Rabbits are an enormous problem for Australian ecosystems – they’re a major threat to 322 species of plants and animals already at risk of extinction. This is more than double the number of species threatened by cats and foxes.
To keep rabbit numbers down, many land managers roll out rabbit haemorrhagic disease virus, a powerful biocontrol. Land managers play a crucial role in conserving the environment and managing pest species – their involvement is essential to the success of many conservation programs.
But our new research finds around three quarters of land managers who reported releasing the biocontrol don’t follow the recommended guidelines, and release it during the peak rabbit breeding period. This potentially leads to the population actually increasing as young rabbits build an immunity to the virus.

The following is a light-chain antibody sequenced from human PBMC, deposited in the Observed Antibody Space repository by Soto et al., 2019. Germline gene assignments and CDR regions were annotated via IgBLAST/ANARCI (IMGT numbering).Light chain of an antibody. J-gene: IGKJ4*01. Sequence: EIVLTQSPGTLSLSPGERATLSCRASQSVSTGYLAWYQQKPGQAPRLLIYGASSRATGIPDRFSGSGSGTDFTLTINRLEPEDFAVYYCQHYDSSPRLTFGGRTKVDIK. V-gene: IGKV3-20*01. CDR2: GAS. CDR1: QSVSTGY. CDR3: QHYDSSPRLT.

It’s highly likely this widespread inappropriate use has substantial environmental and economic consequences. Rabbit haemorrhagic disease virus must be released strategically with caution, or the good intentions of land managers may have terrible outcomes.
Rabbits are an enormous threat
Rabbits arguably have the most significant environmental and economic impact of all pest animals in Australia.
They prevent the long-term regeneration of trees and shrubs by continually eating young seedlings. This has immense flow-on effects for the availability of food and shelter for other animals, such as the dusky hopping mouse, plains mouse and crest-tailed mulgara, and their ability to avoid predators.